Not Without Honor, Except In His Hometown

Yesterday I wondered about the scene surrounding Jesus’ return to Nazareth to begin His ministry. Luke 4 says that He “returned in the power of the Spirit to Galilee, and a report about him went out through all the surrounding country. And he taught in their synagogues, being glorified by all,” (v. 14-15). When He came back to His hometown of Nazareth, those who had known Him as a child must have heard the reports, and must have been curious to see what all the fuss was about. I wonder if the synagogue was extra crowded that Sabbath day, full of curious relatives and acquaintances who, hearing the fame surrounding Him, remembered His days as a child, when Mary scolded Him, or when He tagged along with Joseph to help with a building project.

I think of our oldest son, Jordan, who now serves in ministry in the city where he was born. When he first returned, I imagine some of those who had known him as a baby just wanted to pinch his cheeks and comment on how tall he’d grown. On a much smaller scale than Jesus, certainly, I think Jordan had to overcome some challenges before people saw him as an adult, and as a leader. Did those from Nazareth only see Jesus through their memories of Him as a child?

Re-creation of a first century synagogue at Nazareth

But on this day, “the eyes of all in the synagogue were fixed on him” (v. 20). I can picture the hush that fell upon the synagogue as they waited for Him to comment on the words from Isaiah that He had read. Curious, watchful, interested eyes must have surrounded Him from the stone seats of the synagogue.

“Today this Scripture has been fulfilled in your hearing,” He said. Maybe a rustle of robes and some whispers among the people before Him as they “spoke well of him and marveled at the gracious words that were coming from his mouth,” (v. 22). I can just hear some of the older women whispering “such a good boy he is!” Or “His mother must be so proud!”

But then He went on to scold them. Were they only interested in what He could do for them? Were they only there to hear him so that they could boast of knowing little Jesus? I don’t know. But He did – He knew their hearts. And in just a few minutes, the people of Nazareth went from speaking well of him to being “filled with wrath,” (v. 28). Why?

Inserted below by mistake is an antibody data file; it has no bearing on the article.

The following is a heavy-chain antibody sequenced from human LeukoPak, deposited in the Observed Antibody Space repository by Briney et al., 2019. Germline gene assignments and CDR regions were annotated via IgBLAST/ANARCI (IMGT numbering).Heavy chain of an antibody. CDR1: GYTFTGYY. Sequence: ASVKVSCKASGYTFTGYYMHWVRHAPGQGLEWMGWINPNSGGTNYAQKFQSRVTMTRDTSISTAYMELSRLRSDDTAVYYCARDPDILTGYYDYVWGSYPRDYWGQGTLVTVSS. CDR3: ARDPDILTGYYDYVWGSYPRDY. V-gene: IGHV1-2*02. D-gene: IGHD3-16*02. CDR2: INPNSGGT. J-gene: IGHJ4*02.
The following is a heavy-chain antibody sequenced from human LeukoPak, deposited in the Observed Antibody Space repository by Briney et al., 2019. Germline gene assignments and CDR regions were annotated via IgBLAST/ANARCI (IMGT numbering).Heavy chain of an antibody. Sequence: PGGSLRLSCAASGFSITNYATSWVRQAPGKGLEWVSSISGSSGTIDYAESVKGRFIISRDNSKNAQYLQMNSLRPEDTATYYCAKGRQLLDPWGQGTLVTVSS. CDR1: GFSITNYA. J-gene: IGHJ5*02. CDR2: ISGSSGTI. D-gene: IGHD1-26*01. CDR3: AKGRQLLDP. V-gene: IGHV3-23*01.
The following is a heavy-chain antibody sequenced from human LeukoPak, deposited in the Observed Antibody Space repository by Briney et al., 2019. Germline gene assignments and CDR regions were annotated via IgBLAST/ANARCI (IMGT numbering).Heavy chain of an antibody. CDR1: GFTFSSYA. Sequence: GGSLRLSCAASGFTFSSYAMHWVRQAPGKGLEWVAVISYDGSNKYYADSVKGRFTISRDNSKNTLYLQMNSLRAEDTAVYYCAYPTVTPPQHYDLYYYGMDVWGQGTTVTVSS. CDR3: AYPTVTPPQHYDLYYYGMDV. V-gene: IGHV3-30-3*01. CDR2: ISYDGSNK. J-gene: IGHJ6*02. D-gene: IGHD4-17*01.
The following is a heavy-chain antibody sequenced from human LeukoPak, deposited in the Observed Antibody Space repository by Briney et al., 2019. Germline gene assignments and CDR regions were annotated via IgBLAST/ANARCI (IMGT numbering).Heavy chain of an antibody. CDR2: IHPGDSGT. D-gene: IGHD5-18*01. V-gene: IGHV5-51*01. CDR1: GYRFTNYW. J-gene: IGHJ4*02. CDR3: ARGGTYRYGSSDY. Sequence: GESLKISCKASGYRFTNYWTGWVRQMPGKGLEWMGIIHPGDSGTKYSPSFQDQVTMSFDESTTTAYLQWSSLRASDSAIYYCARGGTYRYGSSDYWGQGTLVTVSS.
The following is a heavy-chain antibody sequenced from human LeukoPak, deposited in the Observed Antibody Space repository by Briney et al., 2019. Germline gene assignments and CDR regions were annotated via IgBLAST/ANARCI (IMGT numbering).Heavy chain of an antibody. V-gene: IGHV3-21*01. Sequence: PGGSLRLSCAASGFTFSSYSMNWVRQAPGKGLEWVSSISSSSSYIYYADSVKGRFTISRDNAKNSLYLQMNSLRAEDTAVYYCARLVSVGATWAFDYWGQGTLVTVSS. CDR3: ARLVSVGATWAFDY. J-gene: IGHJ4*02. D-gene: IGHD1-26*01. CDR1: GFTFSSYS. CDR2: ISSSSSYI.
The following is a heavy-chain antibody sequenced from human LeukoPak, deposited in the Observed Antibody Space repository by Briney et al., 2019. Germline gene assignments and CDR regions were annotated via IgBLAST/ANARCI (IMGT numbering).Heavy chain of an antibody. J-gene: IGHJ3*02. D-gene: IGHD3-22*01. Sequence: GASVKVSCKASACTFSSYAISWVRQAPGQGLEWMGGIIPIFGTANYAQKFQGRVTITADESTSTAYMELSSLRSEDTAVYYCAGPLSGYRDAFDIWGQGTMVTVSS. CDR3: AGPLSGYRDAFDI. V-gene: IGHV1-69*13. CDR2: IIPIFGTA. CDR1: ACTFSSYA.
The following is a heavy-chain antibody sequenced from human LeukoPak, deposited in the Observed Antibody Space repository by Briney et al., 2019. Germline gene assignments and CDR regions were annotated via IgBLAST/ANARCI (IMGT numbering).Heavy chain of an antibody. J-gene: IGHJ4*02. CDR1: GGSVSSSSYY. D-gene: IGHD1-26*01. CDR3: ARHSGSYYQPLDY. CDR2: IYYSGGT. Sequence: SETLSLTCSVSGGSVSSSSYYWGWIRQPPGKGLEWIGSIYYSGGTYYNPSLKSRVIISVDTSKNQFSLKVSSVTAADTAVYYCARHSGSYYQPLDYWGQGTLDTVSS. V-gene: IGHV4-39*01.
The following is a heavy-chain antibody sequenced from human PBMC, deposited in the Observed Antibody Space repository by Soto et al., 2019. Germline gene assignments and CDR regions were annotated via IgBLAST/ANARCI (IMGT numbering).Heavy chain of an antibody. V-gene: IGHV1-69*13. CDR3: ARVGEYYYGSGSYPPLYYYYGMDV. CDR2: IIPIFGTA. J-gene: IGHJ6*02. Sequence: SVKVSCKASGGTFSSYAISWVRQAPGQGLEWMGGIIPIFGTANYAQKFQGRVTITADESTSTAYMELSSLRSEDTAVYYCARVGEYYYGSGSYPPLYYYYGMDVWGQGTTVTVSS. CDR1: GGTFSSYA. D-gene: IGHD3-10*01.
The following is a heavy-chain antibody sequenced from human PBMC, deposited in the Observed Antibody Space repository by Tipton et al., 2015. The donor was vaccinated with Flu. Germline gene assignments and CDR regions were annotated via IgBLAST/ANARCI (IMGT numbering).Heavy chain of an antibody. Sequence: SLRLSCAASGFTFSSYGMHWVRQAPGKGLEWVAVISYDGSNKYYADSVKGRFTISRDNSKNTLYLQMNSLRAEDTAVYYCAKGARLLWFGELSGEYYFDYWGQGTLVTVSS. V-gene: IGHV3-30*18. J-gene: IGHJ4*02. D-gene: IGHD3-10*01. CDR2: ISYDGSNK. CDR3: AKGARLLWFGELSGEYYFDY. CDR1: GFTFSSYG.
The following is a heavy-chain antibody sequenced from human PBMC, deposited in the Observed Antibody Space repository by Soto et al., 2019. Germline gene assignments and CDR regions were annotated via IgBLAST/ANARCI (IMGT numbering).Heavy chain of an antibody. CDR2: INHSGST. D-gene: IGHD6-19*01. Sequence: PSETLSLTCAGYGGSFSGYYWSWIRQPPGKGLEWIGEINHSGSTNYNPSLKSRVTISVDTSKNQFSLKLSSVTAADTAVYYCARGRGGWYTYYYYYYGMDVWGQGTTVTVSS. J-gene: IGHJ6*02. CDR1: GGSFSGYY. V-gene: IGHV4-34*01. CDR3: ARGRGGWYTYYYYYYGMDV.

I’ve wondered before if it was because He was challenging them to take a step outside their comfort level, and to get busy proclaiming His glad news, to heal the broken hearted and help the oppressed. And I think He was challenging them to do these things – but I don’t think this is what angered them. I heard Gary and Jon talking about this yesterday and it clicked for me.

After Jesus read from Isaiah, He went on to mention two people: the widow of Zarephath, who was not a Jew, and Naaman, who was also not a Jew. Jesus said there were many Jewish widows who lived during that time of drought and famine, but Elijah was sent to the woman from the land of Sidon. There were many Jewish lepers who needed healing, but Elisha was sent to the “captain of the army of the king of Aram” – a Syrian territory (2 Kings 5). What did these two people have in common? In addition to neither being Jewish, they both were obedient to the servants that God sent to them. The widow gave the last of what she had to Elijah, willing to sacrifice her meager possession to God’s servant. Naaman, a man of high stature, was first insulted by what Elisha told him to do, but he humbled himself and listened to his servants, and followed Elisha’s instructions from God. In the synagogue that day, Jesus was challenging their own faith and humility and the pride they took in their heritage. And they were extremely offended that Jesus commended the faith and humility of Gentiles rather than their own.

The rustles and whispers and admiring glances from the Jews in Nazareth’s synagogue must have changed into much deeper, angry rumbles, gasps of shock, and stares of indignation. They rose up and drove Him out – drove Him out! to the hill on which their town was built. Were they pushing Him with their fists and poking Him with their walking sticks? Then they tried to push Him over the side. But He walked through them, and left Nazareth for Capernaum.

The edge of Mount Precipice

I wonder about Christians. Would we be offended if Jesus came into our assembly and praised the faith of a new babe in Christ – who may lack wisdom because he is still learning and growing – instead of praising one of us who is more seasoned? Are we too full of pride to be able to hear Jesus’ hard truth and see corrections we need to make in ourselves? Something to think about.

Our day yesterday: John taught an introductory class about the “land between” and how the geography, topography, elevation, soil and climate is important to the Bible story. It helps so much to understand why certain Bible accounts took place where they did!

John’s favorite accessory: a map!

We started early and headed north from Netanya to Caesarea and saw the Roman aqueduct right on the shore of the Mediterranean. It is an engineering marvel and carried water to Caesarea from ten miles away. Using the slope of the land and the height of the arches to control the gravity, they managed to keep the water flowing. (I’m sure there are some technical details there that I got wrong…but you get the picture!) They were well preserved because they were covered in sand for such a long time before they were excavated. I’m always amazed how we can walk and climb around on these ancient sites – back in the states, the government would have them covered up and roped off and untouchable.